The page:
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I'm storing my Android project in a Subversion repository. After recently shuffling a bunch of stuff around I started getting tons of errors like:

syntax error    entries	/project_name/src/.svn	line 1	Android AIDL Problem
syntax error don't know what to do with ""  entries	/project_name/src/.svn	line 28	Android AIDL Problem


It seems as if Eclipse is trying to build the files in the .svn directories now. This setup used to work fine, how can I fix this?

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Bonus points if someone can explain how to tell Eclipse not to show folders that only contain a .svn directory. Instead of just showing I get entries for com com.example and because each of those directories has something in it. – Jeremy Logan Jul 18 '09 at 0:26
Did you shuffle the stuff around with Subversion rename? Is everything working fine with the command line SVN client? – Rafe Jul 21 '09 at 5:20
I did, yes. It is, yes. – Jeremy Logan Jul 21 '09 at 6:31
Have you tried whacking your project and checking it out again? I'm wondering if there's something corrupted in your project config. – Rafe Jul 22 '09 at 16:58
up vote 4 down vote accepted

It is worked for me:

  • Delete your project from eclipse (not from disk).
  • "File"->"New.."->"Project"->"Android Project"
  • in "New Adroid Project"-Dialog selected "create project from existing source" (find your project on HDD)->"Finish"

my .classpath-file

<?xml version="1.0" encoding="UTF-8"?><classpath>
<classpathentry kind="src" path="src"/>
<classpathentry kind="src" path="gen"/>
<classpathentry kind="con" path=""/>
<classpathentry kind="output" path="bin"/></classpath>
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That's exactly what I ended up doing. Feels like there should be a better way though. – Jeremy Logan Aug 18 '09 at 4:43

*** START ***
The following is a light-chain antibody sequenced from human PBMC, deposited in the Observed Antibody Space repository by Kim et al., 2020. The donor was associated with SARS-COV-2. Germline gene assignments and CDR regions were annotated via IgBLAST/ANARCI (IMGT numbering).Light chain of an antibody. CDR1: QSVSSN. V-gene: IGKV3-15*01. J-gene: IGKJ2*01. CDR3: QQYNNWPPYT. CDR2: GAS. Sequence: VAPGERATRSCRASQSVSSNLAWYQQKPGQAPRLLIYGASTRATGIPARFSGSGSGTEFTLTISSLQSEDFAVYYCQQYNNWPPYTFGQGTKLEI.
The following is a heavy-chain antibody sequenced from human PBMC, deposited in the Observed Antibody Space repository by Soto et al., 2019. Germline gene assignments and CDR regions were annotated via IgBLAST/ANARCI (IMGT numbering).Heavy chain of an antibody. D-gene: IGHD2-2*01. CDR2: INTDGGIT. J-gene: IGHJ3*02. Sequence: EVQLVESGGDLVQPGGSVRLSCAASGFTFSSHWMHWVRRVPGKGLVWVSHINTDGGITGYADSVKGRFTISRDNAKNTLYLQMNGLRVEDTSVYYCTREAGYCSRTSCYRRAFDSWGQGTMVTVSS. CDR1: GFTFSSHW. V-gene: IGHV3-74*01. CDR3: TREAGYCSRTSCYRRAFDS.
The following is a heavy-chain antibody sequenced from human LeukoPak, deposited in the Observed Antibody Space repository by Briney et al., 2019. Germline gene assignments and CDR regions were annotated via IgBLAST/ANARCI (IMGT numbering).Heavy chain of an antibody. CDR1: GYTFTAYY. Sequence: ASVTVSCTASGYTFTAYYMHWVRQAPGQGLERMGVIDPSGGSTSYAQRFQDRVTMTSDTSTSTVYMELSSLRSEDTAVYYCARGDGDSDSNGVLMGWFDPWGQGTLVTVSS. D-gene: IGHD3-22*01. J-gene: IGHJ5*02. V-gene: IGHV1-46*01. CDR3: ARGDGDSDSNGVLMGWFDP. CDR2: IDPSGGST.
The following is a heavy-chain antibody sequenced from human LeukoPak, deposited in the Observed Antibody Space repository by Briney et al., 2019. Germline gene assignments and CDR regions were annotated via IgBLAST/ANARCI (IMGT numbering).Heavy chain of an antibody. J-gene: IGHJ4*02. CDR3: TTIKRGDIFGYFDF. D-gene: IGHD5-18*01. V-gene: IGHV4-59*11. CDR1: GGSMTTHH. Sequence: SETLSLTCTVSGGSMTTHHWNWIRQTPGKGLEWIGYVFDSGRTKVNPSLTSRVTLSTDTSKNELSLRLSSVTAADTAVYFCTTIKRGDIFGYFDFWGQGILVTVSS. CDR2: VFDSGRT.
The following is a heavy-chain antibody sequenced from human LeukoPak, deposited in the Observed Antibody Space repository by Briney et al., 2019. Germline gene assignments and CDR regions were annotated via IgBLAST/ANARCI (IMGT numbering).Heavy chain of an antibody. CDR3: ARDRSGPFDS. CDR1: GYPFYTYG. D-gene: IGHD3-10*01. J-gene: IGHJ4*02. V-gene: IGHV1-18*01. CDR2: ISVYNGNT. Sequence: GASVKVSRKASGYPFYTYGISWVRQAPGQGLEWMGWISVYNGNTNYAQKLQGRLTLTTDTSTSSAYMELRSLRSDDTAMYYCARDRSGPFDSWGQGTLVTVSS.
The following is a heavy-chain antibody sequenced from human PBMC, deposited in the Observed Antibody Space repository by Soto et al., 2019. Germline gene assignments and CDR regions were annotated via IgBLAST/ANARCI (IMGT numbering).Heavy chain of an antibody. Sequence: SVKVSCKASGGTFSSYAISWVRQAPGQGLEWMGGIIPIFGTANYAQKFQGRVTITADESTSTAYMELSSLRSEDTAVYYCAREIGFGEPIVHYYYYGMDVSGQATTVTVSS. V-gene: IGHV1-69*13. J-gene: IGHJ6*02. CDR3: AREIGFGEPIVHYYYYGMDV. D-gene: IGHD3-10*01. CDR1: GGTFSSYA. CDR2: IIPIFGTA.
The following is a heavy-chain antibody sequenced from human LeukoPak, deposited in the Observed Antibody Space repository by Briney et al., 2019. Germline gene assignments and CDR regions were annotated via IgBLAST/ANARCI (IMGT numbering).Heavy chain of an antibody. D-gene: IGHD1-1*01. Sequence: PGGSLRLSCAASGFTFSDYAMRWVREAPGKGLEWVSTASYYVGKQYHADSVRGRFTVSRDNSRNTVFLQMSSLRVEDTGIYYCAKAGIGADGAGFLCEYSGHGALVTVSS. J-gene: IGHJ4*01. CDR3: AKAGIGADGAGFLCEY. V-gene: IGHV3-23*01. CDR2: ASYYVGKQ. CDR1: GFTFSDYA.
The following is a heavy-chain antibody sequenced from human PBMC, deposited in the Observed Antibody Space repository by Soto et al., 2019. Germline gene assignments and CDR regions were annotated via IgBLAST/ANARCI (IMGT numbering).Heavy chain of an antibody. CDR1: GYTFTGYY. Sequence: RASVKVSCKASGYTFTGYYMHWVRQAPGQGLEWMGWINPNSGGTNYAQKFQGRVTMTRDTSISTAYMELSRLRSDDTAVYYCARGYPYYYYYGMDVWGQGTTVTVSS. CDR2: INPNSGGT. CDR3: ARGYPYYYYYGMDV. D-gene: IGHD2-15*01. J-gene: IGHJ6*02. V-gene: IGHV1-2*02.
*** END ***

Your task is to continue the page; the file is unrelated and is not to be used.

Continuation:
worked for me too. +1 – herbrandson Jan 14 '10 at 17:44

Although you can solve this problem by installing a plugin such as Subversive, which has already been mentioned, you can also solve this problem without the plugin.

You can tell eclipse to ignore files stored in the .svn directories inside your build path. To do that, open up the project properties by right-clicking on the project and then select the Java Build Path option on the left. Look for the Source tab. There you'll see all your source folders (if you haven't changed anything this would be gen and src for Android SDK 1.5r3). Double click the Excluded item in the tree and add two exclusion patterns for each directory:


You should set the svn:ignore keyword of your project directory to ignore the directories, which contain automatically generated files, as they can be generated at any time and do only take up space in your repository. For a current Android SDK 1.5r3 project this would be the bin and the gen directory. If you ignore the gen folder this also means, that you don't need to set the exclusion pattern for this directory, as Subversion doesn't create a .svn directory inside ignored items.